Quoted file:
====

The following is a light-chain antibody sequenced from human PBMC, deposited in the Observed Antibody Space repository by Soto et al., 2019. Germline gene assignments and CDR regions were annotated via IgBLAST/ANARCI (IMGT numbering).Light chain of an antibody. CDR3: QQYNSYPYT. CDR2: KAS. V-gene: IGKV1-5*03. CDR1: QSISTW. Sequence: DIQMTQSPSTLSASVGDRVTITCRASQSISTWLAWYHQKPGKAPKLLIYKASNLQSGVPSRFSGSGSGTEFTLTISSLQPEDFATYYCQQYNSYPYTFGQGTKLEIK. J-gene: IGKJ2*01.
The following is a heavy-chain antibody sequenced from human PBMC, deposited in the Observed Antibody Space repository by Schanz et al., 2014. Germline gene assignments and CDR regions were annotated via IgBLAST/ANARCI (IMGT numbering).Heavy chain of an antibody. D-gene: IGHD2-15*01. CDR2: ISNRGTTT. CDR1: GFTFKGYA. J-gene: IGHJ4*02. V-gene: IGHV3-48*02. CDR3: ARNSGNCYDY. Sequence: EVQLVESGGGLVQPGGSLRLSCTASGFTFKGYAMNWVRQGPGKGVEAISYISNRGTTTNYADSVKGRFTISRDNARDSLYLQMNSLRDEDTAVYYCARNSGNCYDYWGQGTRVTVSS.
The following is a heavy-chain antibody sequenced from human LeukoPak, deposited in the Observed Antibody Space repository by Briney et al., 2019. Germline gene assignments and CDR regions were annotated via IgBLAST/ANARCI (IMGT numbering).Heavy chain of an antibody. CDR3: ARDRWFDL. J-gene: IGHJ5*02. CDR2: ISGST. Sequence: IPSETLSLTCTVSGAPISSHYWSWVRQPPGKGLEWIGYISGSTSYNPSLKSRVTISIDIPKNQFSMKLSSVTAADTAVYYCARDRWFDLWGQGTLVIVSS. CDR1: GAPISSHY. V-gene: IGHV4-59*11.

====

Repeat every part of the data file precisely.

The following is a light-chain antibody sequenced from human PBMC, deposited in the Observed Antibody Space repository by Soto et al., 2019. Germline gene assignments and CDR regions were annotated via IgBLAST/ANARCI (IMGT numbering).Light chain of an antibody. CDR3: QQYNSYPYT. CDR2: KAS. V-gene: IGKV1-5*03. CDR1: QSISTW. Sequence: DIQMTQSPSTLSASVGDRVTITCRASQSISTWLAWYHQKPGKAPKLLIYKASNLQSGVPSRFSGSGSGTEFTLTISSLQPEDFATYYCQQYNSYPYTFGQGTKLEIK. J-gene: IGKJ2*01.
The following is a heavy-chain antibody sequenced from human PBMC, deposited in the Observed Antibody Space repository by Schanz et al., 2014. Germline gene assignments and CDR regions were annotated via IgBLAST/ANARCI (IMGT numbering).Heavy chain of an antibody. D-gene: IGHD2-15*01. CDR2: ISNRGTTT. CDR1: GFTFKGYA. J-gene: IGHJ4*02. V-gene: IGHV3-48*02. CDR3: ARNSGNCYDY. Sequence: EVQLVESGGGLVQPGGSLRLSCTASGFTFKGYAMNWVRQGPGKGVEAISYISNRGTTTNYADSVKGRFTISRDNARDSLYLQMNSLRDEDTAVYYCARNSGNCYDYWGQGTRVTVSS.
The following is a heavy-chain antibody sequenced from human LeukoPak, deposited in the Observed Antibody Space repository by Briney et al., 2019. Germline gene assignments and CDR regions were annotated via IgBLAST/ANARCI (IMGT numbering).Heavy chain of an antibody. CDR3: ARDRWFDL. J-gene: IGHJ5*02. CDR2: ISGST. Sequence: IPSETLSLTCTVSGAPISSHYWSWVRQPPGKGLEWIGYISGSTSYNPSLKSRVTISIDIPKNQFSMKLSSVTAADTAVYYCARDRWFDLWGQGTLVIVSS. CDR1: GAPISSHY. V-gene: IGHV4-59*11.